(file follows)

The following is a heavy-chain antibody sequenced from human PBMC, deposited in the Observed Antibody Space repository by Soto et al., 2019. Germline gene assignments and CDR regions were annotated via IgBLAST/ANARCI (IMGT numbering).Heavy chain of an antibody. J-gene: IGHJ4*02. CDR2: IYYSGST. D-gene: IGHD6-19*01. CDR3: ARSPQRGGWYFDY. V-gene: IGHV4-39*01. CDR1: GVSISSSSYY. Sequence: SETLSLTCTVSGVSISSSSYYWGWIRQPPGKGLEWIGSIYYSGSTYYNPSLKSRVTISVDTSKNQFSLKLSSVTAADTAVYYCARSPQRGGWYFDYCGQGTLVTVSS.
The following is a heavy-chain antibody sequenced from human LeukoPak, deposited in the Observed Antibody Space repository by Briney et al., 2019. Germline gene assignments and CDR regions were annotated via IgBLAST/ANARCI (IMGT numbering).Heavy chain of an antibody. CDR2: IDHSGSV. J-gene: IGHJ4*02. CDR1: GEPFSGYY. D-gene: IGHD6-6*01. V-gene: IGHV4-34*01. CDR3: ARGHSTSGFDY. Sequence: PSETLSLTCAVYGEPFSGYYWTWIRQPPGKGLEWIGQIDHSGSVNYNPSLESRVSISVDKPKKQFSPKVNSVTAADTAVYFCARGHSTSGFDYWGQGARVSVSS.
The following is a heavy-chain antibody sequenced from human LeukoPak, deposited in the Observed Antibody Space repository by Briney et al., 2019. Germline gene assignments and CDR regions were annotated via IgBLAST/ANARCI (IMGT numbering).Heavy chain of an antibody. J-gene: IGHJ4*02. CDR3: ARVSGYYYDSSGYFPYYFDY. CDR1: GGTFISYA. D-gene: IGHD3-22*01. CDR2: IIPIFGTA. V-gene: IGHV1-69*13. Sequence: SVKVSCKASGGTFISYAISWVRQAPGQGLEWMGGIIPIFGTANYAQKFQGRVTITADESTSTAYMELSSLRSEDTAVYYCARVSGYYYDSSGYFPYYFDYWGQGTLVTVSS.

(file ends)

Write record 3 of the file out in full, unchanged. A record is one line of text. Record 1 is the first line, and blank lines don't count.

The following is a heavy-chain antibody sequenced from human LeukoPak, deposited in the Observed Antibody Space repository by Briney et al., 2019. Germline gene assignments and CDR regions were annotated via IgBLAST/ANARCI (IMGT numbering).Heavy chain of an antibody. J-gene: IGHJ4*02. CDR3: ARVSGYYYDSSGYFPYYFDY. CDR1: GGTFISYA. D-gene: IGHD3-22*01. CDR2: IIPIFGTA. V-gene: IGHV1-69*13. Sequence: SVKVSCKASGGTFISYAISWVRQAPGQGLEWMGGIIPIFGTANYAQKFQGRVTITADESTSTAYMELSSLRSEDTAVYYCARVSGYYYDSSGYFPYYFDYWGQGTLVTVSS.